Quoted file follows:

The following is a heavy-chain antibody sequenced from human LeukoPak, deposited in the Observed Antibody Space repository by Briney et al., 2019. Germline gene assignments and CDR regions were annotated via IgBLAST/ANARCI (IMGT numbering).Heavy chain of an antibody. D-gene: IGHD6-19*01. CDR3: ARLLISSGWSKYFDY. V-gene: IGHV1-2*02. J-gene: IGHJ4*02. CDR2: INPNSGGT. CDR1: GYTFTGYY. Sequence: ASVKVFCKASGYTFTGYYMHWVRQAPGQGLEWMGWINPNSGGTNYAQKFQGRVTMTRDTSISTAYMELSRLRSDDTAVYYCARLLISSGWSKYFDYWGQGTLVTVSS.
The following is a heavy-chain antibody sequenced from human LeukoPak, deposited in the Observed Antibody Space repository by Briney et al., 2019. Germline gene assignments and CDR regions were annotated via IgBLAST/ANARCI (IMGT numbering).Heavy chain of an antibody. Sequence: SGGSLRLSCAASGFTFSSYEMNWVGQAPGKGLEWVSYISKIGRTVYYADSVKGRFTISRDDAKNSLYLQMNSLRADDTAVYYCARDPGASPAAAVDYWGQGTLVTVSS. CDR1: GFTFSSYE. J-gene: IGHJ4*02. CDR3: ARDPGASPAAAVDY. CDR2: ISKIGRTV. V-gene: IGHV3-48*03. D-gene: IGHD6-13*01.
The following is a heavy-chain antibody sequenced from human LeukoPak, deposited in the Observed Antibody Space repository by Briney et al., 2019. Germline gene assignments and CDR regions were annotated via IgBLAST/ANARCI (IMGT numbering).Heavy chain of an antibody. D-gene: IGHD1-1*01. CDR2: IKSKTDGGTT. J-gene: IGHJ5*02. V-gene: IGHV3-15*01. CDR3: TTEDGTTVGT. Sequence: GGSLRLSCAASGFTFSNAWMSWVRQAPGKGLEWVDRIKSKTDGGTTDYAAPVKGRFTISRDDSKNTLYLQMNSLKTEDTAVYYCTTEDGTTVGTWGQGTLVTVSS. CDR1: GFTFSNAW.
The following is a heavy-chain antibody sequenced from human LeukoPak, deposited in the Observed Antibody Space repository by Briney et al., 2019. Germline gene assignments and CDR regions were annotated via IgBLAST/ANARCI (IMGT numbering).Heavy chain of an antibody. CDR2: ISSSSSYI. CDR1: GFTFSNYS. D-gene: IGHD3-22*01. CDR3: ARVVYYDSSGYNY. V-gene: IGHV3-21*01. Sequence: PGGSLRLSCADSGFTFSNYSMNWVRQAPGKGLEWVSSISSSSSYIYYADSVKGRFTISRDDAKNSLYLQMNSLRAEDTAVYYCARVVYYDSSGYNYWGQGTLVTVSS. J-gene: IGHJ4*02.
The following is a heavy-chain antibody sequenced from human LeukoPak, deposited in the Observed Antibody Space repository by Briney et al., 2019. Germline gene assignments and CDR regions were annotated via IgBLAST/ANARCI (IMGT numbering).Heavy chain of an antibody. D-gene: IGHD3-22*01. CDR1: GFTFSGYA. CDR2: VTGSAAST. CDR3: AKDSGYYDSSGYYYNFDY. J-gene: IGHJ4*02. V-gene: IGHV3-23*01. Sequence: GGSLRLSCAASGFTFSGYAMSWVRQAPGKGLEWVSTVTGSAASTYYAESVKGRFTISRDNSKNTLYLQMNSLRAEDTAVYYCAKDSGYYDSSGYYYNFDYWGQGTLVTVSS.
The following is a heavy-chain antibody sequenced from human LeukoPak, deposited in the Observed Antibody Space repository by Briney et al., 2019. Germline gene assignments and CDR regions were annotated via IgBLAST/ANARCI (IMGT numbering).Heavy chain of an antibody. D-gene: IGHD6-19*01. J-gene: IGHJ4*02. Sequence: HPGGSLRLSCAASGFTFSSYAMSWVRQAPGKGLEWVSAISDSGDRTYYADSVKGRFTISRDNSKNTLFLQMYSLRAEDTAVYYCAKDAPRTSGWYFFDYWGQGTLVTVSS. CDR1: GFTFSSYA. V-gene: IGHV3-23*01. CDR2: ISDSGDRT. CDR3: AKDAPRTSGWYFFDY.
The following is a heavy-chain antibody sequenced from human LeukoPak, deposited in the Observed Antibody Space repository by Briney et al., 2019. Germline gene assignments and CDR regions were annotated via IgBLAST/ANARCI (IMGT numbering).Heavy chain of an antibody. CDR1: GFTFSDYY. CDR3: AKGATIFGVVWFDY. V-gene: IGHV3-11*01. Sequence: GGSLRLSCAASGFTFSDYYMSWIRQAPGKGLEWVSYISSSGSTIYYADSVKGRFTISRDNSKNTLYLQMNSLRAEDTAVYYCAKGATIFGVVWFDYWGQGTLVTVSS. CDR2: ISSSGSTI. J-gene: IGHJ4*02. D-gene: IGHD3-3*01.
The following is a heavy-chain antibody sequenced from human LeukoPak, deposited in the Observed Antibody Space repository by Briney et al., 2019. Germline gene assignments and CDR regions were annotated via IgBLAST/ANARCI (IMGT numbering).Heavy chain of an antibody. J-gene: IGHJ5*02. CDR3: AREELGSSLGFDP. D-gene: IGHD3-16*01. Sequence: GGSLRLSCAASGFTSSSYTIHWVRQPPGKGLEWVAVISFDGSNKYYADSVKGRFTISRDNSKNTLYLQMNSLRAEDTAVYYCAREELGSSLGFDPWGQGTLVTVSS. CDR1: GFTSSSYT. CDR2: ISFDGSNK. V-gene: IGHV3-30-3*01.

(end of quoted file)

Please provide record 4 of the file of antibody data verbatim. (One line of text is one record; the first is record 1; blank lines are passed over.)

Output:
The following is a heavy-chain antibody sequenced from human LeukoPak, deposited in the Observed Antibody Space repository by Briney et al., 2019. Germline gene assignments and CDR regions were annotated via IgBLAST/ANARCI (IMGT numbering).Heavy chain of an antibody. CDR2: ISSSSSYI. CDR1: GFTFSNYS. D-gene: IGHD3-22*01. CDR3: ARVVYYDSSGYNY. V-gene: IGHV3-21*01. Sequence: PGGSLRLSCADSGFTFSNYSMNWVRQAPGKGLEWVSSISSSSSYIYYADSVKGRFTISRDDAKNSLYLQMNSLRAEDTAVYYCARVVYYDSSGYNYWGQGTLVTVSS. J-gene: IGHJ4*02.